As the FDA increases censorship of natural ingredients, it becomes vital for the health-conscious consumer to have a practical knowledge of common natural ingredients. As an aromatherapist and herbalist with over 7 years experience (and maker of alternative skin goods) I’m excited to present a new blog series devoted to profiling common and useful natural (and questionable synthetic) ingredients. In this way, we may all be empowered to make informed decisions about what goes on and inside our bodies.
There’s no better place to start this series than with lavender – specifically, lavender essential oil. Lavender is one of the most common and useful ingredients in natural body care products.
How It’s Made
Lavender Essential oil is steam distilled. This means that a huge vat is packed full of flower tops and steamed. This steam is then cooled quickly and condensed back into a liquid form. The essential oil (EO) is then collected from the top of this liquid. Steam distillation preserves the plant’s healing properties and extracts the oil with nothing but heat and water. Cheap lavender essential oil is extracted with harsh solvents which inevitably get into your skin. Always be sure to buy from companies that only use 100% steam distilled or cold pressed (for citrus) essential oils. Unfortunately, some companies still sell adulterated essential oils. If something smells off with an EO or product, don’t use it! Lavender EO is generally clear with a slight yellow tinge. Common lavender oil is usually a blend of several types to create a scent that most people recognize as lavender. Fine/french/true lavender, on the other hand, is quite strong and often overwhelming except in specific therapeutic applications (plus it’s way more expensive). For all typical uses, common lavender EO will be plenty effective.
Basic Precautions for Essential Oils
Many essential oils are not appropriate during pregnancy. Lavender is generally considered safe, but if you are pregnant always check with your health care provider before using any product. Some people are very sensitive to specific essential oils. Always do a skin test to see if you have a reaction if you have never used an oil before. Always dilute essential oils before application (lavender essential oil is one of the few oils that can be applied undiluted with rare side effects, but always apply diluted at first). Essential oils should NEVER be taken internally without the guidance of a qualified aromatherapist. Always store essential oils out of reach of children and pets.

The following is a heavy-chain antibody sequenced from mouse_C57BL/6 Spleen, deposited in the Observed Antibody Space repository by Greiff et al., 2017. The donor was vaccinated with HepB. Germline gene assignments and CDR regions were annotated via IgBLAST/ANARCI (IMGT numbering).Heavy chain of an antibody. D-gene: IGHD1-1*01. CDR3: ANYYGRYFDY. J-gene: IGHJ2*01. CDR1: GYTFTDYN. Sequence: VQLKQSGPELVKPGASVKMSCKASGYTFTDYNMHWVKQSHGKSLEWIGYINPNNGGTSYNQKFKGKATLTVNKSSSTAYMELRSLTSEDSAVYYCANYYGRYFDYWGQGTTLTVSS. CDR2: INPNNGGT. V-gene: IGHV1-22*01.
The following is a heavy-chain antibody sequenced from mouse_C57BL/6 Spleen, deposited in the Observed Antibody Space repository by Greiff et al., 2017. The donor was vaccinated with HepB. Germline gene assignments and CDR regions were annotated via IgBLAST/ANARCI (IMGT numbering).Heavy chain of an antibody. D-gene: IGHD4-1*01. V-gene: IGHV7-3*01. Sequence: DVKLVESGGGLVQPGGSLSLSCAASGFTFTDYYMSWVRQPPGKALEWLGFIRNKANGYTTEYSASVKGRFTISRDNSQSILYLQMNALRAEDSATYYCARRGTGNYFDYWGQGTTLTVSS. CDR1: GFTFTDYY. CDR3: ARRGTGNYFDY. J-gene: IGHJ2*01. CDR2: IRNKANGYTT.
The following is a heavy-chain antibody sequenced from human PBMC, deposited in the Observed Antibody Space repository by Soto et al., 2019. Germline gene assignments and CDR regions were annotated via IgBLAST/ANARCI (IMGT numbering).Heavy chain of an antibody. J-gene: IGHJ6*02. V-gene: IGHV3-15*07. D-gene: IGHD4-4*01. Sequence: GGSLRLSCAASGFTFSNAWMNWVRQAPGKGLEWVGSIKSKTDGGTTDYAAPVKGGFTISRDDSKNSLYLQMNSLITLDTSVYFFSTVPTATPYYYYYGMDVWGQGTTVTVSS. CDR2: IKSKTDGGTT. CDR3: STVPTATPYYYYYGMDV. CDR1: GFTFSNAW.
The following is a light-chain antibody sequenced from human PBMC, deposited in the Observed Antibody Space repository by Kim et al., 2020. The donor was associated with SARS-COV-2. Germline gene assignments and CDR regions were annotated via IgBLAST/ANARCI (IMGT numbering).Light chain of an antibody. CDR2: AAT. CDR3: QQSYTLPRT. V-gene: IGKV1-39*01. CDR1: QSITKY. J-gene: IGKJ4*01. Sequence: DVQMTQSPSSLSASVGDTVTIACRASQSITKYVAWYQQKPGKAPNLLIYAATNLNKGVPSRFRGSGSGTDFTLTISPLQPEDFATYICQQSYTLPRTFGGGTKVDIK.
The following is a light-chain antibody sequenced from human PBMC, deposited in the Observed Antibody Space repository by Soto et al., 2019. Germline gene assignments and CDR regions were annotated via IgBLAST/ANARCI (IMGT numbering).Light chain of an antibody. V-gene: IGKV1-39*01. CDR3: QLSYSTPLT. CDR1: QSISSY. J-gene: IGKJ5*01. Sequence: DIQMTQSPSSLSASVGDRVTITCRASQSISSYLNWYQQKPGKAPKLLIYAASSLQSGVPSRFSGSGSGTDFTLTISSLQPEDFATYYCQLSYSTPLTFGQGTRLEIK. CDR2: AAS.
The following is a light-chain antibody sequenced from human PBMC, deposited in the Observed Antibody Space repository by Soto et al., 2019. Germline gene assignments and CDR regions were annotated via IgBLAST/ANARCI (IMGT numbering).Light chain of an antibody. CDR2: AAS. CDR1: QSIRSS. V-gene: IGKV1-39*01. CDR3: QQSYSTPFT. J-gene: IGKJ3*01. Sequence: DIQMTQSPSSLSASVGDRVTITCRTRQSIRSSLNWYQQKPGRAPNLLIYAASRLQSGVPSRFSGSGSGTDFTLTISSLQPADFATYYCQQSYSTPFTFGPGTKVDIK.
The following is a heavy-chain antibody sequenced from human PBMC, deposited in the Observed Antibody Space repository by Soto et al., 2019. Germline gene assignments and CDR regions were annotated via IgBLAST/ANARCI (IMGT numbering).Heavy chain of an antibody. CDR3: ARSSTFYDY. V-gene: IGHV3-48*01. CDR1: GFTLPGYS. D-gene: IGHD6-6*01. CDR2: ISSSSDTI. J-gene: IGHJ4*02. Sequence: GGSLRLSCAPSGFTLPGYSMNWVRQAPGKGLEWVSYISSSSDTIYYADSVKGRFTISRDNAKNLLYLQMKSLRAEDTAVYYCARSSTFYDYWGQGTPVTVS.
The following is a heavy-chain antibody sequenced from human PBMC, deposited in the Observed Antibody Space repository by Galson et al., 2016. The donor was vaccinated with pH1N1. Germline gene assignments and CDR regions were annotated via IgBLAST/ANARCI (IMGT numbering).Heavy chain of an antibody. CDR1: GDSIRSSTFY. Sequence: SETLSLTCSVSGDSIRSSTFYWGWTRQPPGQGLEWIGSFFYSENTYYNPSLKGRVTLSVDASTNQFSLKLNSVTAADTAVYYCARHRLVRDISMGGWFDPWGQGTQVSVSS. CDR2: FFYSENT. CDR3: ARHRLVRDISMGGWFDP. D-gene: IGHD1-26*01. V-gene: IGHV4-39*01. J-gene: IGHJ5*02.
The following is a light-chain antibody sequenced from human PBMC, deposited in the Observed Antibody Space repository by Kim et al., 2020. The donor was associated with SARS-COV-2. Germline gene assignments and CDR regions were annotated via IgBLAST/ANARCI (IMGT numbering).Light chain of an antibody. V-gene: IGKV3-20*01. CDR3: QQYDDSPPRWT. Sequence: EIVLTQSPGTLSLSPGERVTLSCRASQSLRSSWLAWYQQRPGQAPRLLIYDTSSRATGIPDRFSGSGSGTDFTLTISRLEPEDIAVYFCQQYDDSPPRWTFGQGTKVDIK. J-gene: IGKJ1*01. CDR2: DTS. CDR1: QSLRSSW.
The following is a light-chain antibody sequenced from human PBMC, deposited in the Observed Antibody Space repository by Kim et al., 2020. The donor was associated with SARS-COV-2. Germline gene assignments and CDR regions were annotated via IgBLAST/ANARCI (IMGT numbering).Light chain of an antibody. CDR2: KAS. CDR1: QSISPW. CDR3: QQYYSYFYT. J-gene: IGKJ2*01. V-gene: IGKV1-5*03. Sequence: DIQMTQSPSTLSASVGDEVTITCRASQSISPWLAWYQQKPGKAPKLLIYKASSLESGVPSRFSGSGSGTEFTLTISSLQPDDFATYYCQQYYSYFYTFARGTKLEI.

Lavender oil has long been used to relieve depression, anxiety, insomnia and generally reduce stress and balance emotions. It is even a celebrated aphrodisiac. Topically, lavender is common in skin care due to it’s gentle antibacterial and healing nature. Beneficial for practically any skin type, this oil can be applied directly to cuts and burns to promote healing and prevent infection (always do a skin test before attempting this). Rashes, bug bites (especially ticks), fungal infections, respiratory infections, headaches, indigestion, scars, bruises and sprains are among the other many ailments eased by this oil. I include it in every skin care oil, even those for men, because of its wide array of benefits.
Lavender Massage Oil
- Lavender Essential Oil (steam distilled)
- Vegetable Oil (Grapeseed or Sweet Almond, any kind will do)
- Leak-proof Bottle
- Any vegetable oil can be used for massage, but if you have access to Sweet Almond, Apricot or Grapeseed oil your skin will thank you! These oils absorb quickly and feel incredibly non-greasy. I tend to apply these oils, and call the massage “done” once they have fully absorbed.
- General dilution guidelines are 1-5 drops of essential oil per tsp of carrier oil. Use as much or as little as you would like, but for a basic massage oil don’t exceed the 5 drop/tsp limit. It’s easiest to mix based on the size of bottle you have. For a 2oz bottle, add about 30 drops of lavender essential oil for a moderately-scented massage oil.
- Fill the rest of the bottle with your carrier oil and cap tightly. Shake well, label and store in a cool, dark place.
If you’re looking for a easy-to-read introduction and reference guide for essential oils, I would recommend The Complete Book of Essential Oils & Aromatherapy By Valerie Anne Wormwood.